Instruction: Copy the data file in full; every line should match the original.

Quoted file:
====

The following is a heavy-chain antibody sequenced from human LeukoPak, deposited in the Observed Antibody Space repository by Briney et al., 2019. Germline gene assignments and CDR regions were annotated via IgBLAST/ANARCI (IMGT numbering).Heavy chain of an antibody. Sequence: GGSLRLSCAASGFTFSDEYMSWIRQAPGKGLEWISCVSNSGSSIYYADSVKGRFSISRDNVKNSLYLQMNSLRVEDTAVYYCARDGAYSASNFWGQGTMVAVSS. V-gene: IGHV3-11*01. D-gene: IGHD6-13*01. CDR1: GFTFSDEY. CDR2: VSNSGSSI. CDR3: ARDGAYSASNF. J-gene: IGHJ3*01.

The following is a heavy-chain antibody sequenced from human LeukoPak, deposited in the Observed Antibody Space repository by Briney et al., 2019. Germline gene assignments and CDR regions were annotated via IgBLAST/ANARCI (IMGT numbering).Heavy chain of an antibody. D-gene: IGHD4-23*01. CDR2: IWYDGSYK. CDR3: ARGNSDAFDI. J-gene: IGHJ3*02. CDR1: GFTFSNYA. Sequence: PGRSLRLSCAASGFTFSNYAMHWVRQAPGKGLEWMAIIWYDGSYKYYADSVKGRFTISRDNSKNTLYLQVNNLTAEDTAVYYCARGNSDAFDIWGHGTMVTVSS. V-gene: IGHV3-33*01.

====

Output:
The following is a heavy-chain antibody sequenced from human LeukoPak, deposited in the Observed Antibody Space repository by Briney et al., 2019. Germline gene assignments and CDR regions were annotated via IgBLAST/ANARCI (IMGT numbering).Heavy chain of an antibody. Sequence: GGSLRLSCAASGFTFSDEYMSWIRQAPGKGLEWISCVSNSGSSIYYADSVKGRFSISRDNVKNSLYLQMNSLRVEDTAVYYCARDGAYSASNFWGQGTMVAVSS. V-gene: IGHV3-11*01. D-gene: IGHD6-13*01. CDR1: GFTFSDEY. CDR2: VSNSGSSI. CDR3: ARDGAYSASNF. J-gene: IGHJ3*01.

The following is a heavy-chain antibody sequenced from human LeukoPak, deposited in the Observed Antibody Space repository by Briney et al., 2019. Germline gene assignments and CDR regions were annotated via IgBLAST/ANARCI (IMGT numbering).Heavy chain of an antibody. D-gene: IGHD4-23*01. CDR2: IWYDGSYK. CDR3: ARGNSDAFDI. J-gene: IGHJ3*02. CDR1: GFTFSNYA. Sequence: PGRSLRLSCAASGFTFSNYAMHWVRQAPGKGLEWMAIIWYDGSYKYYADSVKGRFTISRDNSKNTLYLQVNNLTAEDTAVYYCARGNSDAFDIWGHGTMVTVSS. V-gene: IGHV3-33*01.